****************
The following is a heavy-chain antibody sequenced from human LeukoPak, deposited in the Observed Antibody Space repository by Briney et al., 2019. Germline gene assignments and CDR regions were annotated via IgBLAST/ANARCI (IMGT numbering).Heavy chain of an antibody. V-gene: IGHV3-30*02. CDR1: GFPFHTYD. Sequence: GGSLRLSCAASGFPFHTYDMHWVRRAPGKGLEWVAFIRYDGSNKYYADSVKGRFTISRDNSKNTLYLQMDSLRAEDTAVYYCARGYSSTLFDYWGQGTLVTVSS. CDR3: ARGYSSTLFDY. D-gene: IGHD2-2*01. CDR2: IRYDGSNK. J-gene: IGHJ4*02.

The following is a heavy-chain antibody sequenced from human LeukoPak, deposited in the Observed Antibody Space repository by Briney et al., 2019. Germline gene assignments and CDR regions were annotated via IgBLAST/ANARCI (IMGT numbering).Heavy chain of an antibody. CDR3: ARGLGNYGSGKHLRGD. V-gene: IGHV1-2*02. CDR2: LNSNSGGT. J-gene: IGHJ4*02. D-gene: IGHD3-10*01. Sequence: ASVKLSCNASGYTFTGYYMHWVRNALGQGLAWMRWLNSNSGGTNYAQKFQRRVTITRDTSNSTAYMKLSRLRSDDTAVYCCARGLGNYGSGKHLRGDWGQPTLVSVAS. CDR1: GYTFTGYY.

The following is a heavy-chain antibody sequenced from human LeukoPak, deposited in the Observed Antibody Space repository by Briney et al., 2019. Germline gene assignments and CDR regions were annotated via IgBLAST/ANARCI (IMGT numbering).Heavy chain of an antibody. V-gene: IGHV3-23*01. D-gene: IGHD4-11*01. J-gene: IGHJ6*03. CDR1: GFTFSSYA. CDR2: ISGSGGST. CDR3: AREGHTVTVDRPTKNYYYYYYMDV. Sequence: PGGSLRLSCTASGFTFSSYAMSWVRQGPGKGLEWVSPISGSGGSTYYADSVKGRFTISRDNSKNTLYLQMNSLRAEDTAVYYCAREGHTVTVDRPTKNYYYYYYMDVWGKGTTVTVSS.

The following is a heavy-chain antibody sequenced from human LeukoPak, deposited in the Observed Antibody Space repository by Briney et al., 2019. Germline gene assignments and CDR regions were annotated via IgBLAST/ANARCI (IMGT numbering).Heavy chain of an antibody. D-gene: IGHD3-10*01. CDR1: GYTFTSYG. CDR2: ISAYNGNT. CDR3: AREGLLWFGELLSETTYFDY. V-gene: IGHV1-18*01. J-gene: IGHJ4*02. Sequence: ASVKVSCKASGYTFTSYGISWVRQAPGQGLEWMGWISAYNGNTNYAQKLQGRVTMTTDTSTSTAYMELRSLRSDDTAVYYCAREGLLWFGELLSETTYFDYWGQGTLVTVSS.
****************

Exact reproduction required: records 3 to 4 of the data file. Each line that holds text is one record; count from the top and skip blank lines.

The following is a heavy-chain antibody sequenced from human LeukoPak, deposited in the Observed Antibody Space repository by Briney et al., 2019. Germline gene assignments and CDR regions were annotated via IgBLAST/ANARCI (IMGT numbering).Heavy chain of an antibody. V-gene: IGHV3-23*01. D-gene: IGHD4-11*01. J-gene: IGHJ6*03. CDR1: GFTFSSYA. CDR2: ISGSGGST. CDR3: AREGHTVTVDRPTKNYYYYYYMDV. Sequence: PGGSLRLSCTASGFTFSSYAMSWVRQGPGKGLEWVSPISGSGGSTYYADSVKGRFTISRDNSKNTLYLQMNSLRAEDTAVYYCAREGHTVTVDRPTKNYYYYYYMDVWGKGTTVTVSS.

The following is a heavy-chain antibody sequenced from human LeukoPak, deposited in the Observed Antibody Space repository by Briney et al., 2019. Germline gene assignments and CDR regions were annotated via IgBLAST/ANARCI (IMGT numbering).Heavy chain of an antibody. D-gene: IGHD3-10*01. CDR1: GYTFTSYG. CDR2: ISAYNGNT. CDR3: AREGLLWFGELLSETTYFDY. V-gene: IGHV1-18*01. J-gene: IGHJ4*02. Sequence: ASVKVSCKASGYTFTSYGISWVRQAPGQGLEWMGWISAYNGNTNYAQKLQGRVTMTTDTSTSTAYMELRSLRSDDTAVYYCAREGLLWFGELLSETTYFDYWGQGTLVTVSS.